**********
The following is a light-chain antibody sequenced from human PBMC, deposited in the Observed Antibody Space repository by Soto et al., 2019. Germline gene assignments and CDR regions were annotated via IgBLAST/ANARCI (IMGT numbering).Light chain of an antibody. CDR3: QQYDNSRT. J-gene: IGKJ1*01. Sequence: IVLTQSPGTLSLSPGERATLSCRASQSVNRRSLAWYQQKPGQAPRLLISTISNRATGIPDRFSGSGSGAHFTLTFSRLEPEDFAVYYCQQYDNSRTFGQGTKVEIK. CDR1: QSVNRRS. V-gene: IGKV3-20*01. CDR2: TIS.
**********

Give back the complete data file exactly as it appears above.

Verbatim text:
The following is a light-chain antibody sequenced from human PBMC, deposited in the Observed Antibody Space repository by Soto et al., 2019. Germline gene assignments and CDR regions were annotated via IgBLAST/ANARCI (IMGT numbering).Light chain of an antibody. CDR3: QQYDNSRT. J-gene: IGKJ1*01. Sequence: IVLTQSPGTLSLSPGERATLSCRASQSVNRRSLAWYQQKPGQAPRLLISTISNRATGIPDRFSGSGSGAHFTLTFSRLEPEDFAVYYCQQYDNSRTFGQGTKVEIK. CDR1: QSVNRRS. V-gene: IGKV3-20*01. CDR2: TIS.